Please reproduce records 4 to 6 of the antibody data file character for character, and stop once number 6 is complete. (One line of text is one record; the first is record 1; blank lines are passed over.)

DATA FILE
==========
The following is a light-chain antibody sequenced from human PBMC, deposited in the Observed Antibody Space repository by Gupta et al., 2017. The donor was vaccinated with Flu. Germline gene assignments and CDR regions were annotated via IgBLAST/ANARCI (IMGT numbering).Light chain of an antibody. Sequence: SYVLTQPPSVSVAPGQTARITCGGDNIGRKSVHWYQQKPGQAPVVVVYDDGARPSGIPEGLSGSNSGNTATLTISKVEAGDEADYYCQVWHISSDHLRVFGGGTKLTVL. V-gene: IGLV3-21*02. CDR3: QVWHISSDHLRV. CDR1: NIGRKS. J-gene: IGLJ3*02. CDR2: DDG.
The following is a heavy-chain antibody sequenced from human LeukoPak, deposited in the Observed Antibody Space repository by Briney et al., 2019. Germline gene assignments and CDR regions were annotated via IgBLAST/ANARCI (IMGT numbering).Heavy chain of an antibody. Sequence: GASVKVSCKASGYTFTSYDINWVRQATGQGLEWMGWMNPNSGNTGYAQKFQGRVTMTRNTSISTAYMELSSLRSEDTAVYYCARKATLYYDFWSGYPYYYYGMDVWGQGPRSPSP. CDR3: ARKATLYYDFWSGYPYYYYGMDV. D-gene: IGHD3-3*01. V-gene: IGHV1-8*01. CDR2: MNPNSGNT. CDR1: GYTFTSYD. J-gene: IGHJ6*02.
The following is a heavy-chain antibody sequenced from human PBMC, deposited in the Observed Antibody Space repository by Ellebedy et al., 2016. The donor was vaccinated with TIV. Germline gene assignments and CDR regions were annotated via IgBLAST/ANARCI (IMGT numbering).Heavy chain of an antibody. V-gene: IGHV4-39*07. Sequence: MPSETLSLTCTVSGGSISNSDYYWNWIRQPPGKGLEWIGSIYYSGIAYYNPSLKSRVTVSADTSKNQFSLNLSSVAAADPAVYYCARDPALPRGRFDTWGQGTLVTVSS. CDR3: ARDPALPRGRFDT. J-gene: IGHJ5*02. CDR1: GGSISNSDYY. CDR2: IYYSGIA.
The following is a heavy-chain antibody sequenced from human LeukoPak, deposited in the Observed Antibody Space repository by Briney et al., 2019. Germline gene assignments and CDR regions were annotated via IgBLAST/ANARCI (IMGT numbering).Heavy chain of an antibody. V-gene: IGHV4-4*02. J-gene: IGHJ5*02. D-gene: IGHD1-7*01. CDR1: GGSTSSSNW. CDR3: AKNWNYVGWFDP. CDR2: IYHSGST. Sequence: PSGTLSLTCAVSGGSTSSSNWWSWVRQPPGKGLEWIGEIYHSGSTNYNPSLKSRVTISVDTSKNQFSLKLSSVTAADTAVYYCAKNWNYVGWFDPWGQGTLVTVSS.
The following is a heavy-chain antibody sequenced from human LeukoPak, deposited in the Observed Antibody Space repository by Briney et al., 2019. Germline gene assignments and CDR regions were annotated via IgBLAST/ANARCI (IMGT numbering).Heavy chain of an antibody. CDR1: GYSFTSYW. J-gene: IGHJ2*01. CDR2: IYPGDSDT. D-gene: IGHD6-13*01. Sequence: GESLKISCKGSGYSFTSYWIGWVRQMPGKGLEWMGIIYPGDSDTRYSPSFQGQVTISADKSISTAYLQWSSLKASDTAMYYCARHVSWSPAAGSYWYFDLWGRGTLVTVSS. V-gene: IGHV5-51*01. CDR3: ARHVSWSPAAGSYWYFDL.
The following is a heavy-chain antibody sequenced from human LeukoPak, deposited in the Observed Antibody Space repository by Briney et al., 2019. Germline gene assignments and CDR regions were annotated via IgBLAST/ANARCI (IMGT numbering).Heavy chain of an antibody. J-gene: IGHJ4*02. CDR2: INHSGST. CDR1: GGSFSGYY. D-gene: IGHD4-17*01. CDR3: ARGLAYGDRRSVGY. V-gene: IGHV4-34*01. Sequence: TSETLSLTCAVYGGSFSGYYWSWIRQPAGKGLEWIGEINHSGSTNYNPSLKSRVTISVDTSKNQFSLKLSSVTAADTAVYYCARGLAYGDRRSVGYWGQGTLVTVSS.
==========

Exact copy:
The following is a heavy-chain antibody sequenced from human LeukoPak, deposited in the Observed Antibody Space repository by Briney et al., 2019. Germline gene assignments and CDR regions were annotated via IgBLAST/ANARCI (IMGT numbering).Heavy chain of an antibody. V-gene: IGHV4-4*02. J-gene: IGHJ5*02. D-gene: IGHD1-7*01. CDR1: GGSTSSSNW. CDR3: AKNWNYVGWFDP. CDR2: IYHSGST. Sequence: PSGTLSLTCAVSGGSTSSSNWWSWVRQPPGKGLEWIGEIYHSGSTNYNPSLKSRVTISVDTSKNQFSLKLSSVTAADTAVYYCAKNWNYVGWFDPWGQGTLVTVSS.
The following is a heavy-chain antibody sequenced from human LeukoPak, deposited in the Observed Antibody Space repository by Briney et al., 2019. Germline gene assignments and CDR regions were annotated via IgBLAST/ANARCI (IMGT numbering).Heavy chain of an antibody. CDR1: GYSFTSYW. J-gene: IGHJ2*01. CDR2: IYPGDSDT. D-gene: IGHD6-13*01. Sequence: GESLKISCKGSGYSFTSYWIGWVRQMPGKGLEWMGIIYPGDSDTRYSPSFQGQVTISADKSISTAYLQWSSLKASDTAMYYCARHVSWSPAAGSYWYFDLWGRGTLVTVSS. V-gene: IGHV5-51*01. CDR3: ARHVSWSPAAGSYWYFDL.
The following is a heavy-chain antibody sequenced from human LeukoPak, deposited in the Observed Antibody Space repository by Briney et al., 2019. Germline gene assignments and CDR regions were annotated via IgBLAST/ANARCI (IMGT numbering).Heavy chain of an antibody. J-gene: IGHJ4*02. CDR2: INHSGST. CDR1: GGSFSGYY. D-gene: IGHD4-17*01. CDR3: ARGLAYGDRRSVGY. V-gene: IGHV4-34*01. Sequence: TSETLSLTCAVYGGSFSGYYWSWIRQPAGKGLEWIGEINHSGSTNYNPSLKSRVTISVDTSKNQFSLKLSSVTAADTAVYYCARGLAYGDRRSVGYWGQGTLVTVSS.